• Washington: 15 plants

4)      Cultivation is not allowed in Connecticut, Delaware, Illinois, New Hampshire, New Jersey, or the District of Columbia and a special license is required in New Mexico. In Arizona, cultivation is only allowed if the patient lives outside of the 25 mile radius from any dispensary.

5)      Maryland does not condone the legal use of marijuana. However, the maximum penalty for possession of marijuana that can be proven to be medically necessary is a fine no more than 100 dollars.

6)      In Utah, cannabis oil to treat epilepsy will be dispensed as a trial starting July 2014. These patients will need documentation from a neurologist stating their medical documentation.

7)      In 18/20 of the states above (with the exception of Washington and Colorado) you are required to carry at all times a medical marijuana “card” or ID that states you are legally allowed to possess marijuana for medicinal use. You will be required to reapply for your card every 365 days

8)      Dispensaries are for non-profit. They can legally accept money as a gift, but each state limits the amount of money they are allowed to “collect” from patients.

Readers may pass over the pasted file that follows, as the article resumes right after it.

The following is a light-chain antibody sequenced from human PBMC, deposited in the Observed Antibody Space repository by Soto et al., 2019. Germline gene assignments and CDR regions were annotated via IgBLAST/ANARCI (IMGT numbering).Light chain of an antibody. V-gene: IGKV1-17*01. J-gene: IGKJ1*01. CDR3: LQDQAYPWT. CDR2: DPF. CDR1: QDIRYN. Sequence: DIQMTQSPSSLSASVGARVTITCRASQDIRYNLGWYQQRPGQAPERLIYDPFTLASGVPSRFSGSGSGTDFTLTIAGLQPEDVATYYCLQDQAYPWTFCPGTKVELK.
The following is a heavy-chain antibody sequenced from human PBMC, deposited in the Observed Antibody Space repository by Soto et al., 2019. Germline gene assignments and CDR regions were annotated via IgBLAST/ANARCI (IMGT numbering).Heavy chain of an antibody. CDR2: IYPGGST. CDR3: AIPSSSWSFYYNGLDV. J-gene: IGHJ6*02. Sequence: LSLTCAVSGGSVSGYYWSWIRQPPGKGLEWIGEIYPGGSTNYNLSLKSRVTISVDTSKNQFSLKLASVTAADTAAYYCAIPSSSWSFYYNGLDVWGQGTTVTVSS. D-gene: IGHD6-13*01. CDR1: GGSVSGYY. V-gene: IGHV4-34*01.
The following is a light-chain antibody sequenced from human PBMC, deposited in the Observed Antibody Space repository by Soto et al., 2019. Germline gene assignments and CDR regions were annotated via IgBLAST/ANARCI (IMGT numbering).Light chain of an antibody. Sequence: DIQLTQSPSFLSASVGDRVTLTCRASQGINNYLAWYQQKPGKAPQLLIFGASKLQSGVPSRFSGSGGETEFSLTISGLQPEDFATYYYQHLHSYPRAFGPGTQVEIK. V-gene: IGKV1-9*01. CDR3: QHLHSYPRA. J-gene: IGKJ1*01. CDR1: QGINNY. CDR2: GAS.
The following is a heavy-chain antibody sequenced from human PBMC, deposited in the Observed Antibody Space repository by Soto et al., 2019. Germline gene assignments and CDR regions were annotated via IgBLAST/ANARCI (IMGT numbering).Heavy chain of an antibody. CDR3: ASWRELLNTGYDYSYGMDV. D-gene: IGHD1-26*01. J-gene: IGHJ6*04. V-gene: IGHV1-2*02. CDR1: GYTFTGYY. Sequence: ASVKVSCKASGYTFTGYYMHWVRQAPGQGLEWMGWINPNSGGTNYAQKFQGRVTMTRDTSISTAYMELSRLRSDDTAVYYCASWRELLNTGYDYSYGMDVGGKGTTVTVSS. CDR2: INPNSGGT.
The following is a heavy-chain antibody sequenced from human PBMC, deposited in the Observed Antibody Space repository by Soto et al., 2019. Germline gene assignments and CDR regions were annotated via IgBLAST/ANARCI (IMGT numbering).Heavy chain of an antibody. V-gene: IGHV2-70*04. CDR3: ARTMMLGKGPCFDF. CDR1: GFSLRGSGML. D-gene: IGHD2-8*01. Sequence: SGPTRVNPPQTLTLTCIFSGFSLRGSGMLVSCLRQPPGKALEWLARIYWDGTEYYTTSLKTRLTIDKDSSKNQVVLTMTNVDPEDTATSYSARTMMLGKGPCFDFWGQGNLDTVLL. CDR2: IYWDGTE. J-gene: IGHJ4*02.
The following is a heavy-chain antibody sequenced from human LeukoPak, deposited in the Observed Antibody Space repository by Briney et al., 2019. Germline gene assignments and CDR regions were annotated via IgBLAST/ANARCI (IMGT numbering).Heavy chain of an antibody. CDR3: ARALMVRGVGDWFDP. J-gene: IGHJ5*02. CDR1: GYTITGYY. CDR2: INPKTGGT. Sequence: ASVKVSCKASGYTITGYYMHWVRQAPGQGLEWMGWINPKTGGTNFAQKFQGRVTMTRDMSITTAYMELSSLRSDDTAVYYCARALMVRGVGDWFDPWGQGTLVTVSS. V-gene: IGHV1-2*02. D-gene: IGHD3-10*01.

9)      If you are on legal probation or in the custody of a parole officer, it is up to the discretion of the correctional facility to decide whether or not you can use marijuana for medicinal purposes. Most medical marijuana doctors and clinics will not approve, however.

10)   The most important law is federal. The possession of marijuana is still illegal in regards to federal no matter what amount it is. Use caution if you have a medical marijuana card and are considering travel.  You will be subject to penalty under federal jurisdiction. The following states recognize out-of-state medical marijuana cards:

  • Arizona
  • Delaware
  • Maine
  • Michigan
  • Rhode Island

Keep in mind that there are 13 states that are currently pending legislation to legalize medical marijuana. They are:

  • Florida
  • Kansas
  • Kentucky
  • Maryland
  • Minnesota
  • Missouri
  • New York
  • Ohio
  • Pennsylvania
  • South Carolina
  • Tennessee
  • West Virginia
  • Wisconsin

Becoming a card carrying medical marijuana patient has never been easier, for people who need it. There are a wide array of ailments that cannabis is prescribed to treat. These illnesses can be of the body and mind. It is important to get your card when you think cannabis can help you in the treatment of your sickness. It is natural and much less harmful than many other prescription drugs. Having your medicinal marijuana license will protect you from fines and incarceration if you are stopped by the police. However, it is important that you know the laws in your area to avoid any legal trouble. Having a card does not exempt one from all marijuana related offenses (especially as they pertain to intent to distribute or sales). This article will attempt to explore the different avenues of getting your license and how to stay within the boundaries of the law.